By Joe Lauer
Corn planters will soon be rolling throughout Wisconsin and the Midwest Corn Belt. The annual struggle between field conditions being “just right” and not too wet versus delaying planting to another day will start to weigh on farmer’s minds. In addition, planting delays in the northern tier of U.S. states have greater impact on yield due to a shorter growing season and the added dimension (“double-whammy”) of drying costs at harvest that can occur during cool, wet growing seasons.
Figure 1 shows the impact of planting date on relative grain yield at Arlington. If all corn could be planted on one date, ideally it would be on May 1 or slightly earlier to decrease drying costs. Planting delays to June 1 will lower yields about 30%. However, in some growing seasons, 100% of the maximum grain yield can be achieved planting into late May. Grain yield decreases 0.5 bu/A per day on May 15 and accelerates to 2.5 bu/A per day on June 1.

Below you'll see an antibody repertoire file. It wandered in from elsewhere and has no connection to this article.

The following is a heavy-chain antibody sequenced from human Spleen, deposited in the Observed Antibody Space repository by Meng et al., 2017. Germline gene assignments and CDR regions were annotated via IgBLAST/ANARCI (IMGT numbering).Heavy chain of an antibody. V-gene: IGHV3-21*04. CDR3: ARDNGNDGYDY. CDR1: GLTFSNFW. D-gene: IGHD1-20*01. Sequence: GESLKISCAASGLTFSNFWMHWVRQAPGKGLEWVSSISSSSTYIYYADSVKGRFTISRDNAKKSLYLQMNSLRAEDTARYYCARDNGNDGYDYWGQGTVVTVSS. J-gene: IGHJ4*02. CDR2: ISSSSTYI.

|Figure 1. The relationship between relative grain yield and planting date. Data includes all hybrids and trials conducted between 1991 and 2021 at Arlington, WI. Click to enlarge.|| |
A similar story emerges for corn forage yield (Figure 2). A good rule of thumb is that, “What you do to maximize corn grain yield, you should also do to maximize corn forage yield.” The ideal planting date to maximum forage yield is May 1. By June 1, forage yield has decreased about 15%. However, many planting dates in June have achieved 100% of relative forage yield in the past. Forage yield decreases 0.2 T DM/A per day on May 15 and accelerates to 0.3 T DM/A per day on June 1.
|Figure 2. The relationship between relative forage yield and planting date. Data includes all hybrids and trials conducted between 1991 and 2021 at Arlington, WI. Click to enlarge.|
For both corn grain and forage yield, the variability (i.e. risk – spread of the data points around the average) of June planting dates increases. The success of June planting depends upon the growing season. For example, many farmers had success with June planting in 2021, while few had success in 2019. Now is the time to be ready to go, if field conditions allow.Source : wisc.edu